Just to give you an example of the latter I give you this position. It did not take me long to see the pattern, yet I failed to give the correct sequence because I missed a crucial defense. It is white to move and win.

(Here I immediately saw 1 c5 Bb1. After a few minutes I came up with 2 c6?! Be4 3 Ne6! and after 3 ... fxe6 c7! the pawn will queen. So 3 ... Bxc6 is forced, and now 4 Nd4+ appears to be winning. But unfortunately it is not. Black can play 4 .... Ke4 (I completely missed that move) and after 5 Nxc6 Kd5 it is not clear how white can win. Much, much better is 2 Ne6! fxe6 3 c6 and black is completely lost. Did you find this one? Congratulations if you did.)

So many of us (me included) are tempted to seek for improvement within our comfort zone. But this is not where it can be found. They are like all those people who think that they can do what Zen monks do, just by meditating every day and setting up a Buddhist altar in the living room. They love the beautiful and comfortable Zen, not the brutal and true Zen.

In chess terms: they play over games and analysis casually, read the narratives about the game, read the psychological bogus, and think that this laid back approach will make them stronger. But even if they learn, it does not mean that their skills improve. I have yet to see a correspondence course that will teach anyone a swim stroke like the butterfly.

There is no way around it. Improvement, for most of us, is hard work. In my humble opinion this is what chess training is all about. Struggling to add patterns and sharpening your calculation skills. It is a bit like Randy Pausch said in his brilliant Last Lecture. When you want to get at a certain place, but face a wall, remember that this wall is build to keep out the other people. And even when you are ready to break down the wall and get to it, it is still not certain that you have find the 1% of useful advise Temposchlucker refers to.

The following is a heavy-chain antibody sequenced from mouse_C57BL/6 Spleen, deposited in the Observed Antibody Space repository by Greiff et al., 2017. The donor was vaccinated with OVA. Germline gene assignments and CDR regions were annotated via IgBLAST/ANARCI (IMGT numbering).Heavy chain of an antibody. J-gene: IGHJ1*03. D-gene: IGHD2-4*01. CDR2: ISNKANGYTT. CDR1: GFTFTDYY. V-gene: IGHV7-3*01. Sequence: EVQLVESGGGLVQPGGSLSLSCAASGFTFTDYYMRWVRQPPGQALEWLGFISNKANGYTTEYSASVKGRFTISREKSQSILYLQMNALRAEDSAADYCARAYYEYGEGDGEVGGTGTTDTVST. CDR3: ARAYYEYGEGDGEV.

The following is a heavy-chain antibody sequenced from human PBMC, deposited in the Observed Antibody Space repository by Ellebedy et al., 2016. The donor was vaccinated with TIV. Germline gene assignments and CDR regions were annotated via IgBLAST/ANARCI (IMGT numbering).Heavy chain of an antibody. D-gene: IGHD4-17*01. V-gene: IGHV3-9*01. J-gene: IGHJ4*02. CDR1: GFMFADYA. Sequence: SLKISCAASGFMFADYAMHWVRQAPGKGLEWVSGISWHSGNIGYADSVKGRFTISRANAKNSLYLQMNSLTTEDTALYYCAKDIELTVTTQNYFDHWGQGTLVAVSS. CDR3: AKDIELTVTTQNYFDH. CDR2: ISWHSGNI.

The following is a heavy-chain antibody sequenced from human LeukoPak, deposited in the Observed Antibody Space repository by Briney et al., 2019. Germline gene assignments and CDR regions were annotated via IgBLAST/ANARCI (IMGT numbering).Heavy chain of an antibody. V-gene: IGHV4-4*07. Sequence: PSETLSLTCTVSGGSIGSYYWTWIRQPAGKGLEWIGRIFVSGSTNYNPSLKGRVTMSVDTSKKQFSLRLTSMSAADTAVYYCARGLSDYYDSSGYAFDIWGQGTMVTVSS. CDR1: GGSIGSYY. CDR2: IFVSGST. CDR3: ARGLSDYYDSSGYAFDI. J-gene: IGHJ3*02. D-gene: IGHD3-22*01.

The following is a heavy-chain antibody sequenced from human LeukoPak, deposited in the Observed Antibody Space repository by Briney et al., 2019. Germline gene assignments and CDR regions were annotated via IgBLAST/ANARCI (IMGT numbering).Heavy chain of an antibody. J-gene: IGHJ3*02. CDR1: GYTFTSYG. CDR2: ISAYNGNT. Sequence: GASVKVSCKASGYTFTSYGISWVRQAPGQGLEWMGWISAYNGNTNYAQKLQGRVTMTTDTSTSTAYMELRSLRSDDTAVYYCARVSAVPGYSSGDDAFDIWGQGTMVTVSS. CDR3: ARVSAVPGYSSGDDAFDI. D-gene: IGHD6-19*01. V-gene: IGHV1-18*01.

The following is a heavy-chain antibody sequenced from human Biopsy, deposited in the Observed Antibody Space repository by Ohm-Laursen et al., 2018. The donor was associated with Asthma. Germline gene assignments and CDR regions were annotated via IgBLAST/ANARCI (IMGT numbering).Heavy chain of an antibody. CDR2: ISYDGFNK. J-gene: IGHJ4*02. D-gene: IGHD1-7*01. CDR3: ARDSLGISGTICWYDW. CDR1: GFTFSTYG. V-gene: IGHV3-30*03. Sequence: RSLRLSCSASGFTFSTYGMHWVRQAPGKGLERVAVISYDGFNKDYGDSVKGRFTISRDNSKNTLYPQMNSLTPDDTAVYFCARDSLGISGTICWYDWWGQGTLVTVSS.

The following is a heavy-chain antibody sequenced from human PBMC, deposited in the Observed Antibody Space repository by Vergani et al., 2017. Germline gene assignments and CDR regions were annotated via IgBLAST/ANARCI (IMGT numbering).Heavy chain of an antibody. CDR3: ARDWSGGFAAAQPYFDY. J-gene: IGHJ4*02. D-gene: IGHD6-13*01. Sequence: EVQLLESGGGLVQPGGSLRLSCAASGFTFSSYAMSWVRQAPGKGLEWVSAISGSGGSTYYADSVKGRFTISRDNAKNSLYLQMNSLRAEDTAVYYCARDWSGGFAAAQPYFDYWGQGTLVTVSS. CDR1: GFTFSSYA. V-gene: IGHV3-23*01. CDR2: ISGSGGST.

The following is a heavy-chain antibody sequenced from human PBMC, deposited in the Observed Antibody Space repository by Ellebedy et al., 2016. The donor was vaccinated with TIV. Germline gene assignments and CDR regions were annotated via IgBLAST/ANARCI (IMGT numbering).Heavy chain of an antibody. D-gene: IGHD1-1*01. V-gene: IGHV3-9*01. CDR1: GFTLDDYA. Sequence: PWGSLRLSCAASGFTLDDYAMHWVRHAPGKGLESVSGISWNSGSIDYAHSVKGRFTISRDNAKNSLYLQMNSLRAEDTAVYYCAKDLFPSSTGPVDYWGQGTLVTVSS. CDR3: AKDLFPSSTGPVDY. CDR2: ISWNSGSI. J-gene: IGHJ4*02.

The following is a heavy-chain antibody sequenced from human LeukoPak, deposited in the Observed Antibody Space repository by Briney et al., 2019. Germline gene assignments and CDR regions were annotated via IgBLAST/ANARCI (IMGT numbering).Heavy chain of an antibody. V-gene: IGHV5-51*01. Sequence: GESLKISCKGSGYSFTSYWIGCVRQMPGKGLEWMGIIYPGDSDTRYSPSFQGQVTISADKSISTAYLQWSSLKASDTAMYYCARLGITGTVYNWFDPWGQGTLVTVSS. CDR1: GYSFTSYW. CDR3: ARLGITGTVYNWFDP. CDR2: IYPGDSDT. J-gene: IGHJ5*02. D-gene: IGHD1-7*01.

In spite of itself, Zen is what we are talking about when we talk about peeling away the many-layered fabric of false identity. If you take away all the trappings of Zen -the teachings and ceremonies, the different schools, the postures and the koans, everything you think of as Zen- and throw it in the fire. What survives? What is the true core of Zen after all its veins and vanities have burned away?

The fire! The fire is what's left. The fire is Zen.

(Jed McKenna, Spiritual Warfare)


The rumours of my death have been greatly exaggerated.

zaterdag 5 april 2008

Freedom is to loose! Open letter to Chessloser.

Dear chessloser, You wonder what to do now!

When I read your post I felt a strong urge to reply. But my years of experience as a teacher and as trainer have taught me that it is very dangerous to give advise, if you don't know what the the exact problem is or what the other already did to fix the problem.

In my first year as a teacher at a university for applied sciences, I had to exam a female student. Before the exams I looked at the schedule in the restaurant. An other (older) colleague looked over my shoulder, and said: "I see that C.... is on your schedule". Having said no more he left, leaving me wonder why he would pick her name out of a list of 20 names.

As soon as the (oral) exam started I, as well as the co-examiner, found out why. C... walked into the room, and panic and anxiety were written all over her face. I tried to calm her down, offered her some coffee, told her that so far things had gone really well that morning and that all the students so far had passed. But it all was in vain. She picked up her coffee cup with trembling hands, tried to drink, but as she got the cup to her mouth, a sudden convulsive movement made her spill most of the coffee over the table. When the coffee spread over the table and contaminated our questionnaires, all three of us were frozen. I remember I looked at her, she looked at me, we all looked at the table, then looked at each other again. She tried to fight the tears in her eyes, but could not stop them. Then she started crying, softly.